My first drafts take on a jumbled, erratic stream of consciousness form rather than a story any half-literate person could ever decipher. With my first novel, I remember closing my eyes and letting my fingers speed over the keyboard hoping to just get any words down on the screen. I never ever stopped to correct my grammar and I certainly never stopped to develop a character or plot her arc. All of that came later. Much later. And only then did writing become my pleasure.

Behold the revisions! That’s where the fun started for me. Once I started the revisions, and there were many, my writing started to make sense - take shape. Even as I write this blog entry, I have a new first draft. I always have to go back and edit every single thing I write. The Novel Girls blog is no exception.

While writing the first draft of Whistlin’ Dixie In A Nor’ester, I remember longing to talk to another writer and ask the question, “Am I doing this right? It seems wrong.” Now, after getting to know other writers I can finally answer my own question. “Yes, I am. There’s no right or wrong way. It’s just the way it works for me.” Others do it differently, but like Maureen, I’m just happy to get words on paper and outline a basic plot.

I’m just beginning my second novel, those old familiar sickly feelings are returning and my new manuscript has no shape or form. But this time around I’m ready and prepared to tackle that rocky road that leads to a real novel and I know I have what it takes to buff down the bumps and warts that are now all over my WIP. I know it won’t be easy but this time next year, it will be so worth it!

I Know There's a Gem in There Somewhere...

Happy Tuesday everyone!

I, for one, am mainlining caffeine right now since I was up late doing revisions on my latest WIP, a YA book. So, it’s quite fitting that this week’s topic is “First Drafts.” The past several days, it’s become very apparent to me just how BAD my first drafts are. I’m not just talking awkward-sentence-grammatical-mistakes bad. No, I’m talking hanging-subplots-switching-characters-names-halfway-through bad. There are also lots of notes like: “Find way to acquire treasure,” and “Insert funny joke here.”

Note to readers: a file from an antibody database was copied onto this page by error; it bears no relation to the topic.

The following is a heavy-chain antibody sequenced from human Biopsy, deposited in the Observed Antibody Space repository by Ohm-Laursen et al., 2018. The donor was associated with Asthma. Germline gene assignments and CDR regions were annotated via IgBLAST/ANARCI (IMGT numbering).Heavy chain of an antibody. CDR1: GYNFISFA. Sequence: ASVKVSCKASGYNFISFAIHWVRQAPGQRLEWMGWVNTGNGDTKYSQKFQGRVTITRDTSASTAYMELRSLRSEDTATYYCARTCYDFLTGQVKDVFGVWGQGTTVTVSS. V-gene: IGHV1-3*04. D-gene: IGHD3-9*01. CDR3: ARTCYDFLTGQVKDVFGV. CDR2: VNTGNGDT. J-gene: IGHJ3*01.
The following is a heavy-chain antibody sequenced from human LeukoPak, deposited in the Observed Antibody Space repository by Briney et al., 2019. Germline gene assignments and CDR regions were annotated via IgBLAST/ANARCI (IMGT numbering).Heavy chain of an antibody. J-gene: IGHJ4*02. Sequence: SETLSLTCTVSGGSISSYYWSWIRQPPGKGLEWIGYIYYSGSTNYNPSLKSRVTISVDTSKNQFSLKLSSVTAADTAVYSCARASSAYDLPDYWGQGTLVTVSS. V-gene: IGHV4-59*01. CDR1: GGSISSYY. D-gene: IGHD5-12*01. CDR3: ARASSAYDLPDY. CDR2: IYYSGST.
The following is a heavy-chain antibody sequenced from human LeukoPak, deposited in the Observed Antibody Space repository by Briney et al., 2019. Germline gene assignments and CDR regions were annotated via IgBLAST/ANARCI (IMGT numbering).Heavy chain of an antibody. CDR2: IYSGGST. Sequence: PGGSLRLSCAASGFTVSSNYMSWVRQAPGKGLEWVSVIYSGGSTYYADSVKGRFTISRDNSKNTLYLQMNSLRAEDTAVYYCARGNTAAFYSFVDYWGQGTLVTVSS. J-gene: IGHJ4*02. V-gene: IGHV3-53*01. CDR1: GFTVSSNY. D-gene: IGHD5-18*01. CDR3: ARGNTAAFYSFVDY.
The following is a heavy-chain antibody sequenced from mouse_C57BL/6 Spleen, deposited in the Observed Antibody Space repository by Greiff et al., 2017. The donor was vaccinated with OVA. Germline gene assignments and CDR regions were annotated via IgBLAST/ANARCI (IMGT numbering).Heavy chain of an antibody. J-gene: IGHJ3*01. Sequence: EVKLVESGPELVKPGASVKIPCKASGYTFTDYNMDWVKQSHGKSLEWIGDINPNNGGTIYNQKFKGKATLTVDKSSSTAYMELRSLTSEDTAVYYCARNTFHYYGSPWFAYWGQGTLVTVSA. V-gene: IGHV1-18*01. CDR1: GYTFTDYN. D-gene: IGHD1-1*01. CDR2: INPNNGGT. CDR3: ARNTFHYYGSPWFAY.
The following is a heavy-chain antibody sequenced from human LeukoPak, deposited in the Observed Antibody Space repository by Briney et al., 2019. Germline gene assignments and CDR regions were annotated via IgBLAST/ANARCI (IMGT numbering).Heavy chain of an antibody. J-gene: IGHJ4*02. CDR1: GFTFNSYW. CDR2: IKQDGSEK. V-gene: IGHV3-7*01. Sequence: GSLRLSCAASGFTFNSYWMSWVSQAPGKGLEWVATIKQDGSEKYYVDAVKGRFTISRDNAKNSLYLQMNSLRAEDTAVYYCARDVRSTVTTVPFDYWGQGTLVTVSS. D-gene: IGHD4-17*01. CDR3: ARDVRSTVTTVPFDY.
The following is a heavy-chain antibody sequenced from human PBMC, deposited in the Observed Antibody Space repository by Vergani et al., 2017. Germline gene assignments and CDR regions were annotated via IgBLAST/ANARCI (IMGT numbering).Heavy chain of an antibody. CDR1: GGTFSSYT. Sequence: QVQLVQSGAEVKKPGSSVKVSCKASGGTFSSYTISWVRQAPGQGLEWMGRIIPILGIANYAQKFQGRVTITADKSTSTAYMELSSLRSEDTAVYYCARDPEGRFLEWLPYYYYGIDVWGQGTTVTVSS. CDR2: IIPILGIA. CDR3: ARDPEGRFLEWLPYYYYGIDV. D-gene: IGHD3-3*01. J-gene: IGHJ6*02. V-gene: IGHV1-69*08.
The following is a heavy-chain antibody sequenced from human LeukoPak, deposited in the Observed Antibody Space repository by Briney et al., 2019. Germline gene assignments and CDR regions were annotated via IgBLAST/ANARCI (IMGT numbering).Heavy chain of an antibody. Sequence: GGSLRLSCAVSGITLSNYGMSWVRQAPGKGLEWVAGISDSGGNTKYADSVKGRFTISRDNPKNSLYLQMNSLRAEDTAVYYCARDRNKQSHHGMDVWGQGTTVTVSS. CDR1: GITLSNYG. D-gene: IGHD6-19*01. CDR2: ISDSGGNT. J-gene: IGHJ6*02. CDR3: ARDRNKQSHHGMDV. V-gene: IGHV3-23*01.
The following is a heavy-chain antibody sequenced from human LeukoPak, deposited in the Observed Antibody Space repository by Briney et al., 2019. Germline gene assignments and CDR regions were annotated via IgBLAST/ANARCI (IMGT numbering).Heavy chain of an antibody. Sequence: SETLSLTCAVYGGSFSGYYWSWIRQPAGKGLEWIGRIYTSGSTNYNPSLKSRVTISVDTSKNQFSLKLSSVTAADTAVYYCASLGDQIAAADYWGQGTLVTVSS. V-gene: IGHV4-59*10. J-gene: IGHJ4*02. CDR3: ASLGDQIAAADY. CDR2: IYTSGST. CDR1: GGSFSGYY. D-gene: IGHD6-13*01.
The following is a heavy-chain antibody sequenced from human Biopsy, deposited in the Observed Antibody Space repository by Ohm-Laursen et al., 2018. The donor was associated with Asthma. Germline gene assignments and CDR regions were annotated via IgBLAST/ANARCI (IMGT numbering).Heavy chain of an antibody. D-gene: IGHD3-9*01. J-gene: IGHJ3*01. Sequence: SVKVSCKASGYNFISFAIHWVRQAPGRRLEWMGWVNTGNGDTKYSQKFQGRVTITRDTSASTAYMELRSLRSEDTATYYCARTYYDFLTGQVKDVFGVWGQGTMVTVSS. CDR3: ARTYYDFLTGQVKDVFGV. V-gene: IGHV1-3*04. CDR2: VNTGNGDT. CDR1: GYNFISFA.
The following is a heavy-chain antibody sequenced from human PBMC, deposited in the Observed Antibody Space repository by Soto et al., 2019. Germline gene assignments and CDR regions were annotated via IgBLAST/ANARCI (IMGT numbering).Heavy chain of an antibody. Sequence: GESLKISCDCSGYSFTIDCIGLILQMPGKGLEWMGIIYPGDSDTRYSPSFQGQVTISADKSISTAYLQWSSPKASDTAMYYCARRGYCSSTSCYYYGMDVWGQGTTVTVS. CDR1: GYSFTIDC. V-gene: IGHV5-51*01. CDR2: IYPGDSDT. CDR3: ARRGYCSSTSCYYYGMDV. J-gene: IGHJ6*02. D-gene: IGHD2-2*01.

There are two main reasons why my first drafts are so laughable. The first is because it takes me awhile to “feel” my main character. So, the first 20 pages or so are usually filled with uneven voice and conflicting personal details. Then…something magical happens and I “know” her. So, by the time I’m done, the first twenty pages are truly cringe-worthy and nausea-inducing.

The second reason is that I’m not really an “outliner” type of writer at all. So, I usually have some big plot revelation halfway through that I need to weave in during revisions.

I really envy the people whose first draft is pretty darn close to their final draft. But I know I’d never finish a book if I did that. For me, the mental victory of just finishing (even if it sounds like a second-grader wrote it with a pretty purple crayon on some yellow construction paper) sustains me through the revision process. And the revision process is where I really see the story emerge, when the characters gain quirks through their struggles and where the emotional arcs come sharply into focus and begin to make sense.

So, I’m going to share a little secret I learned this week…

Come in close…


I think I actually like revising my books. Like, almost as much as writing.

Freaky, huh?

So, if your first draft makes you want to bang your head against your laptop, don’t fear. I’ve come to view writing as sort of excavating a diamond—your first draft is when you pull it out of the ground (or wherever diamonds come from). The revisions are where you clean it off and make it shine.

Monday, October 6, 2008

It's The End Result That Matters, Not The Process You Take!

Every writer's writing process is different. I've probably said that statement hundreds of times by now, but that doesn't make it less true. I have a lot of writer friends, and we talk about our individual processes quite a bit. Some of my friends are "puzzle writers," and they write their first drafts in chunks, out of order, and then put all the scenes together later. Some of them are "linear writers," like me, but they can write the entire first draft without editing one word until they're done. Others are a bit of both. Others write the ending before the beginning.